For more than five years running, the Federal Government has been engaged in the process of packaging a programme for the reform of the power sector under which the Power Holding Company of Nigeria (PHCN) will be privatised. More importantly, an investment climate clement enough to attract the private sector in the building of new power plants was supposed to be created under the plan.
Curiously, the entire project has remained on the drawing board. Except for periodic hollow calls on the private entrepreneurs to invest in the country’s power sector, no policy framework has been issued to enable investors understand the climate under which they would operate.
That Nigeria’s power sector is in such shambolic state as it is now is essentially down to the lethargy and inertia on the part of policy makers in energising the process for the entry of private investors into the sector. Nothing illustrates better, the harm the Federal Government is doing to the power sector, than the fact that state governments that had ventured into the building of power plants are unable to evacuate the generated power to consumers.
On Monday, July 5, 2010, Rivers State governor, Rotimi Amaechi, announced the imminent shutdown of the Omoku Power Plant which the state had spent billions of naira to build. After the 100 mega watts capacity plant, commissioned by President Goodluck Jonathan, had come on stream, now the governor is saying it makes no economic sense to continue to run the plant, as only 18 mega watts of the 100 generated was being evacuated by the PHCN.
Only last week, it was revealed that the African development Bank (AfDB) and the Islamic Development Bank (IDB) have lined up $3 billion and $2 billion, respectively, to fund power projects in the country. All they are waiting for is the policy framework for the privatisation of the sector. Similarly, the Lagos State governor, Babatunde Fashola, had repeatedly stated his willingness to take over two companies expected to be unbundled from PHCN – Eko and Ikeja distribution companies. And just like AfDB and IDB, he is waiting for Federal Government’s policy framework.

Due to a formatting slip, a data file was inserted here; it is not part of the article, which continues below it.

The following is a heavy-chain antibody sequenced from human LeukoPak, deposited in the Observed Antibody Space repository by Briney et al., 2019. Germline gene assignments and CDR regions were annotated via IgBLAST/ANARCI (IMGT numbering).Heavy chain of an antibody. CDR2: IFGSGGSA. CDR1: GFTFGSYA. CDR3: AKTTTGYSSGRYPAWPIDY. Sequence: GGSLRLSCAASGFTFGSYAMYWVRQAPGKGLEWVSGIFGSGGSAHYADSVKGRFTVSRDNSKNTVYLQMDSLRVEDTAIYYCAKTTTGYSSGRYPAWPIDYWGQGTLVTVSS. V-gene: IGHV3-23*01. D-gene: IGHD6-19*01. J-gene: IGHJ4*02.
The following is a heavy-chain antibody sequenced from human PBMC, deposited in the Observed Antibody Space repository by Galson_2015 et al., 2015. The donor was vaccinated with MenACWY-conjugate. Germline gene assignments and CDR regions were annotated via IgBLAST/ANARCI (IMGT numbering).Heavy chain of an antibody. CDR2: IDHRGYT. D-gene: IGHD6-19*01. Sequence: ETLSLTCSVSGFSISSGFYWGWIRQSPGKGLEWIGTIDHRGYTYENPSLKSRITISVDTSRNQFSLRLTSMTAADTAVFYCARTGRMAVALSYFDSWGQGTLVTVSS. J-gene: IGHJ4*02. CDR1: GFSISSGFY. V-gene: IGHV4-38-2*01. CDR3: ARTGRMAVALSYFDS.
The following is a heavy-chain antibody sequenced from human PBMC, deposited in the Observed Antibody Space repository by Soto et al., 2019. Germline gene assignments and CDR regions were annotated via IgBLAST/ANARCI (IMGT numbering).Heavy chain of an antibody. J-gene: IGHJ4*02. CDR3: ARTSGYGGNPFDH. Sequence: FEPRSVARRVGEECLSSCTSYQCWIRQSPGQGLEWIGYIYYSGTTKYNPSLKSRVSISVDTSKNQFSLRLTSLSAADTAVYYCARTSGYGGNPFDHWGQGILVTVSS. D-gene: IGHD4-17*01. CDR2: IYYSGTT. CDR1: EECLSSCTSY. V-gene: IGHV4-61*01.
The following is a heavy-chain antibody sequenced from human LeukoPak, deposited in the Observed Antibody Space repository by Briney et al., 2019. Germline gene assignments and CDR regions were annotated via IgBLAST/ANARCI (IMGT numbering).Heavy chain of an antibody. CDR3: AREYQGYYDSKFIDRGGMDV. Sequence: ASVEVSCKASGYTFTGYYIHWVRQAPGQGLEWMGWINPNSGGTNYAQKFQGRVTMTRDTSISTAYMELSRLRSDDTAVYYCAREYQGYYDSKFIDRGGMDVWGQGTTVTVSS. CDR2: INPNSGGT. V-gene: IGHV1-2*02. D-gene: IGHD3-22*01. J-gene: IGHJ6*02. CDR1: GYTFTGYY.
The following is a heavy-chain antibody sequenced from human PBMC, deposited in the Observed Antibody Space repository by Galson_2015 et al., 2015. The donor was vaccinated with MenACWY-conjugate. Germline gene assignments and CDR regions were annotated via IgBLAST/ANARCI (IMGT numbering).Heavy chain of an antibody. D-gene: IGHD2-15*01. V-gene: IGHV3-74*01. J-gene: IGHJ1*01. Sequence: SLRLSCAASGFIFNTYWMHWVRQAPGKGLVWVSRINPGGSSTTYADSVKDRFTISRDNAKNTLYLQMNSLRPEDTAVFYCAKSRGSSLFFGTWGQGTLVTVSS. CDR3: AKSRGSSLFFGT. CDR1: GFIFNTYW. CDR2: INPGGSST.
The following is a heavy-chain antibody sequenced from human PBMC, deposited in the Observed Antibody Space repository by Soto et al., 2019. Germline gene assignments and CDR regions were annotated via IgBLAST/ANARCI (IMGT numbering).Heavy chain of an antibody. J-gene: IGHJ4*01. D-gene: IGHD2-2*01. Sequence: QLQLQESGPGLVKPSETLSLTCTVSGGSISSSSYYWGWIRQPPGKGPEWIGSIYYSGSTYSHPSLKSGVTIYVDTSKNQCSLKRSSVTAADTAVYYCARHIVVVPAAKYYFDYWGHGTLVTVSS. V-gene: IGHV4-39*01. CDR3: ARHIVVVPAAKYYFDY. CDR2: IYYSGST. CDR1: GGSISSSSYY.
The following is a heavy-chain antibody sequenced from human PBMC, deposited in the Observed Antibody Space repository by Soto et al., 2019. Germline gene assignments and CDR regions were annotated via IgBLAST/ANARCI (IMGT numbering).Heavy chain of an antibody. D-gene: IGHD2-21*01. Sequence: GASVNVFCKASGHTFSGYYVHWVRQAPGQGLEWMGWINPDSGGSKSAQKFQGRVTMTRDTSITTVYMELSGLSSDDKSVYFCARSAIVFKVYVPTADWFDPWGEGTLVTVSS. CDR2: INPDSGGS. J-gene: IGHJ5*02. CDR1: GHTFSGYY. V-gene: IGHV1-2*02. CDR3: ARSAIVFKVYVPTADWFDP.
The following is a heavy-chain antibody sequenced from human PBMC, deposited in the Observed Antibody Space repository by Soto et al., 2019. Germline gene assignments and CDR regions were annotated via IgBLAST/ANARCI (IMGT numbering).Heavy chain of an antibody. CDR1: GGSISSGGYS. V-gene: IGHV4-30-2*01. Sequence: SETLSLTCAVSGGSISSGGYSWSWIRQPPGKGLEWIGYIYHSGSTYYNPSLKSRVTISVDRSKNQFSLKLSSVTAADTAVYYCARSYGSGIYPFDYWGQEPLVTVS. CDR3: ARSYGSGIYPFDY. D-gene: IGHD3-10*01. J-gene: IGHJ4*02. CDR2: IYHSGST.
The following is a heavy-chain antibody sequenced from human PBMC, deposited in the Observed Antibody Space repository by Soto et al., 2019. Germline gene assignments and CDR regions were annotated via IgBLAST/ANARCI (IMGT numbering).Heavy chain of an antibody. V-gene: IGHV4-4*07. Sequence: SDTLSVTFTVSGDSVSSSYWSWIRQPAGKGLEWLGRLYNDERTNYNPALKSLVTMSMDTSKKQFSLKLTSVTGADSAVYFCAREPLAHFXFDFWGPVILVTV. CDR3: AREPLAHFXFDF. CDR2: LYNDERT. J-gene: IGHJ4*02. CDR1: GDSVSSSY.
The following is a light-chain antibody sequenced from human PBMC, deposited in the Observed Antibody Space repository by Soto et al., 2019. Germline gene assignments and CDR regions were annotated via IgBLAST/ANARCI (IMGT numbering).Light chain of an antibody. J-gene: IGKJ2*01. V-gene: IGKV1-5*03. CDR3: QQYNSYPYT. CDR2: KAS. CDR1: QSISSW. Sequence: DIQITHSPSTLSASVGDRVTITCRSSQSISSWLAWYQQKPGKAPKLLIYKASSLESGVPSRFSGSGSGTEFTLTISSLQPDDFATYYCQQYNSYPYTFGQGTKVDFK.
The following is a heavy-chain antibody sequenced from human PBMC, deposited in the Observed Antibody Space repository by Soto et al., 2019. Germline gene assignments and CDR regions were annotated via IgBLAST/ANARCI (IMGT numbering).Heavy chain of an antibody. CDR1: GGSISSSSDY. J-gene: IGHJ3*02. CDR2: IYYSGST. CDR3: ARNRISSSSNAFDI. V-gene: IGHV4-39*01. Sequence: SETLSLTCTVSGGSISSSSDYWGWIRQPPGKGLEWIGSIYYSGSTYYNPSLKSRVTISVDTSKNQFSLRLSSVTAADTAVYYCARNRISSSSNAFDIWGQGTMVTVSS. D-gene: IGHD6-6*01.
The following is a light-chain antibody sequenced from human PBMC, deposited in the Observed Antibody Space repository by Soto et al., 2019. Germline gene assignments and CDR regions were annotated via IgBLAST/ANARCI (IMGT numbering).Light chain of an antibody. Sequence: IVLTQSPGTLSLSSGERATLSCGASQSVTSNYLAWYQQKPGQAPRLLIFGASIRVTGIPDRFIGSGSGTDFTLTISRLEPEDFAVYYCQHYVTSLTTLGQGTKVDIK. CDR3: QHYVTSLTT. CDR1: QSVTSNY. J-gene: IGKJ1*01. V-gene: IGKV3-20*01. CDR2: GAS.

We do not accept this lethargy on the part of government. Nigeria is generally acknowledged as providing a huge market for investments in infrastructure, while the citizens are yearning for services they are willing to pay for. By delaying in releasing the policy framework for reforms in the power sector, the Federal government is practically shooting itself in the foot, and stagnating the country’s development.
It does not require rocket science or reinventing the wheel for the Federal Government to adopt the policy guidelines that will kick-start the injection of the desperately needed funds for resuscitating the comatose power industry.